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World Elder Abuse Day

On World Elder Abuse Day, Emma Jones questions whether it has been wise to relax the requirements for certification of death among the elderly population. 

World Elder Abuse Day
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Emma Jones specialises in human rights claims relating to the treatment and care individuals receive in hospitals, schools and in social care settings, false imprisonment and assault claims, actions against the police and public law challenges.
This year World Elder Abuse Day falls in the midst of a pandemic that has seen thousands of older people die.

We do not yet know what the final death toll will be, but we have accounts that Covid-19 kills one in 16 care home residents.

We read reports of EU data suggesting that half of coronavirus deaths happen in care homes where the age of the care home population tends to be older.  These are worrying times.

And during the midst of the pandemic we see a relaxing of the requirements involved in death investigation and certification of death.  

Harold Shipman was a lone practising GP who went rogue.  Shipman, Britain's biggest serial killer, caused the deaths of a number of older people using morphine. He then falsified details on death certificates.  The ability to falsify the death certificates helped him to murder up to 260 of his patients over a 23-year period.

Over 80 per cent of his victims were older.  In many of the cases, he kept his involvement out of the picture by signing their death certificates and avoiding the involvement of a coroner – no one was any the wiser.

Following a Public Inquiry (2002), chaired by High Court Judge Dame Janet Smith into how this could have happened, there was a call for sweeping reforms.

The inquiry recommended that a system of death certification must minimise any risk of the successful concealment of an unlawful death, but should also “provide a safeguard against attempts to conceal incidents of medical error or lack of proper medical care which result in death, as well as unlawful acts by persons other than health professionals”.

However, since Covid-19 we have seen a serious relaxing of the “rules” around this process.  
We hear stories of care home staff being asked to certify deaths, of the use of fragility as a cause of death as being acceptable and coroners stating that such deaths will not be investigated.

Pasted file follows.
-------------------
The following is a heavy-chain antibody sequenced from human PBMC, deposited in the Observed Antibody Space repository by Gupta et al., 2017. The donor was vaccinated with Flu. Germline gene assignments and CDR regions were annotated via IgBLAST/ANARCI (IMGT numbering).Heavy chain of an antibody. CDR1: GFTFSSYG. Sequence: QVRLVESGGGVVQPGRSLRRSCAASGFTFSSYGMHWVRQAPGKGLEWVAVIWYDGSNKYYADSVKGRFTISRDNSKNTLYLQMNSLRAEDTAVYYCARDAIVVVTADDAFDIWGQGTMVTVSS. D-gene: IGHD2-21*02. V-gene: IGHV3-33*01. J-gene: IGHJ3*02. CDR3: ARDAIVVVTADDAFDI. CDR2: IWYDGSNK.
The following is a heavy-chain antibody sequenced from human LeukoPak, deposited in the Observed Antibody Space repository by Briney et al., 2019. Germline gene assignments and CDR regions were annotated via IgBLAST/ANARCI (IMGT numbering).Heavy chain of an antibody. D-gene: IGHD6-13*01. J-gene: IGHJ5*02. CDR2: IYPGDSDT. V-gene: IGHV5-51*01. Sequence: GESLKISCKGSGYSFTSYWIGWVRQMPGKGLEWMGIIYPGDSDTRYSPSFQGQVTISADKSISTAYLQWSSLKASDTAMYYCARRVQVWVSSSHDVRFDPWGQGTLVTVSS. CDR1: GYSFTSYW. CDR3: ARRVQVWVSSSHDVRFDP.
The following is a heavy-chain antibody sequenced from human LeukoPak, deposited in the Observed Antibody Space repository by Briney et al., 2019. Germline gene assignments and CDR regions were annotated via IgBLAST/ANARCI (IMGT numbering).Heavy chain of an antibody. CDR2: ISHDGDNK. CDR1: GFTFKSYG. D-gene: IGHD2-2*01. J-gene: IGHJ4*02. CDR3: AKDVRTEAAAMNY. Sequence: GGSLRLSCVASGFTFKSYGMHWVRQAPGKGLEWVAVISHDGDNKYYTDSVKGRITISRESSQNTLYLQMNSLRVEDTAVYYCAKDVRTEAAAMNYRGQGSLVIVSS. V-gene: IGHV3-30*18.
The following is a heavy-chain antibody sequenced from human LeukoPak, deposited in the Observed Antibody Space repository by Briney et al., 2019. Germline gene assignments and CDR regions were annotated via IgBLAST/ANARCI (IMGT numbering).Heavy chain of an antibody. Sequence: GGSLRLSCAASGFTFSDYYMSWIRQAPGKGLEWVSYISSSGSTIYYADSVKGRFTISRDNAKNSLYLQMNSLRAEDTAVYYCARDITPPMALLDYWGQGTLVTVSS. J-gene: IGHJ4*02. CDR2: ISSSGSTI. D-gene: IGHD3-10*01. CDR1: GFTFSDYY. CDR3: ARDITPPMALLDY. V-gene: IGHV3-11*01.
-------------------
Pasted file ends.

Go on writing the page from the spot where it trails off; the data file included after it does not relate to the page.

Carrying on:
Whilst I am not suggesting that sinister things are happening I do think that we must be mindful of the reasons why the process was changed and why the regulations relating to the certification of death were tightened – it was to prevent another Shipman.  

I realise that in the time of so many individuals losing their lives that the process might well need to be speeded up, but we must be asking ourselves, at what cost?  

Will using frailty of old age, which to me really doesn’t mean anything, become the norm when certifying the death of an older person? 

Shipman’s crimes raised troubling questions about the powers and responsibilities of the medical community and about the adequacy of procedures for certifying sudden deaths.

Shipman injected many victims with a lethal dose of diamorphine and then signed a death certificate attributing the incident to natural causes.  The deaths were not investigated, and he carried on killing.  
Frailty of old age – death by natural causes – no need for an investigation.

I do not want to be scaremongering during what is a scary enough time anyway, but I am just saying – let’s not let this become the norm; let’s ensure that we don’t start accepting such causes as a cause of death; let’s remember why the death certification process was changed.  

It was for the protection of society against people like Shipman.  As set out above, over 80 per cent of his victims were older – we know older people are vulnerable. 

It is imperative that we ensure that the medical profession is not allowed to slip into bad habits and that we, as a society, continue to recognize the importance of a robust process of death certification.

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